The horse, as an animal of prey, is ‘hard-wired’ from birth to achieve top speeds at a very early age, and without the benefit of physical conditioning, otherwise he/she would be eaten by wolves. Conversely, the human must progressively GROW physiologically in order to step-by-step reach the 4 min/mile benchmark, over a period of several years (4 min/mile equates to 15 sec per 100m).
How is this reflected physiologically? A newborn horse can ‘rev-up’ his engine to achieve maximal HR (heart rate) within 6 seconds, while a world class human must train extensively for several years to accomplish the same feat in 40 seconds. That is a massive difference. Humans must condition themselves progressively to reach ideal race paces, allowing their internal systems to grow and support such a progression. Horses don’t. A talented horse can make the worst trainer look like a genius, for a brief moment in time.
Both horses and humans have built in safety mechanisms within their muscles, ligaments, and tendons – these are called proprioceptors. The Muscle Spindle Apparatus is found within the muscle itself, while the Golgi Tendon Organ is found within the softer tissues. Both act to protect damage to these structures resulting from excessive loads and/or extreme stretching. However, the threshold for each to become active and lesson muscular contraction is vastly different between predators and prey. Today you may be capable of rising from your desk and running 100m in 20 seconds and coming out of that experience in one piece. But, if a criminal was to point a gun at your head and demand you go faster, your proprioceptors would change their thresholds for activation – and you would find a way to cover the same distance in perhaps 17.5 seconds – but tomorrow you would be sore as hell, and likely injured to some degree. Horses run as if a metaphorical gun is pointed to their heads every morning, until they become psychologically trained to relax and obey rider cues. This ability is what allows them to survive in nature when confronted by a predator, it also allows them to win races that they shouldn’t win.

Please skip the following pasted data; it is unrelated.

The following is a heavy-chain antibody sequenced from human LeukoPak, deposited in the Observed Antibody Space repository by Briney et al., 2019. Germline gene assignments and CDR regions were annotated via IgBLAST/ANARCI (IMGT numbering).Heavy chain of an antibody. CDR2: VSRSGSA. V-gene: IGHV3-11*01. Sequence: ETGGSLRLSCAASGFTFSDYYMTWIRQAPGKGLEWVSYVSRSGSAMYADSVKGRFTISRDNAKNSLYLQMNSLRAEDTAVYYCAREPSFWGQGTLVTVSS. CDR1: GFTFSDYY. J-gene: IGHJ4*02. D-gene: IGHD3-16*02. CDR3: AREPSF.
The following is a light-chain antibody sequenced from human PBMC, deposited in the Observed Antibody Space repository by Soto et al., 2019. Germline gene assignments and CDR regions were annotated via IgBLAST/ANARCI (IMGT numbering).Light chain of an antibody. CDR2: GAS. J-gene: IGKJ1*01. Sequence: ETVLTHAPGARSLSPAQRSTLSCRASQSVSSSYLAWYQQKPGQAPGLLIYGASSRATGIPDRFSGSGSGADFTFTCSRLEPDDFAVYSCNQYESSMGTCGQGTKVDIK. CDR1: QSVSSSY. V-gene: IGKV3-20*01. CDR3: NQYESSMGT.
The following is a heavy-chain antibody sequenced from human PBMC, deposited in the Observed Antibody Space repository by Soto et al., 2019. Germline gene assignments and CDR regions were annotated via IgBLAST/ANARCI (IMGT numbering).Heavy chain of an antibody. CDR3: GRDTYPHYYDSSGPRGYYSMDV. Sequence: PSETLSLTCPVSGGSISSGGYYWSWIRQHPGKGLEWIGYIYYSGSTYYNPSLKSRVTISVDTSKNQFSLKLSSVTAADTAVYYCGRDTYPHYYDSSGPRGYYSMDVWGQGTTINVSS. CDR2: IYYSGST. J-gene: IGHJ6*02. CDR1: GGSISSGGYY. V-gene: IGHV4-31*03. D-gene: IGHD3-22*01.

*A quick aside: just out of college I lived in a house with a football player and a baseball player. I played basketball in school, and one night all of us were arguing which sport had the best athletes. We were all the same age and had about the same level of success, or lack thereof, in our respective sports. After some discussion, we headed outside to race – I think roughly 100m. I was the only one who had been drinking quite a bit that evening, so I was certainly being quite annoyingly sure of myself. I remember it being pretty cold out, and none of us idiots warmed up at all. We raced 3 times and I won every single race, but it was close. I was sore for WEEKS afterwards, in places I didn’t even know I had. The alcohol had dumbed down my proprioceptors, and I was allowed to run much faster than I was capable of on that night. Lesson learned – don’t do this to your horses.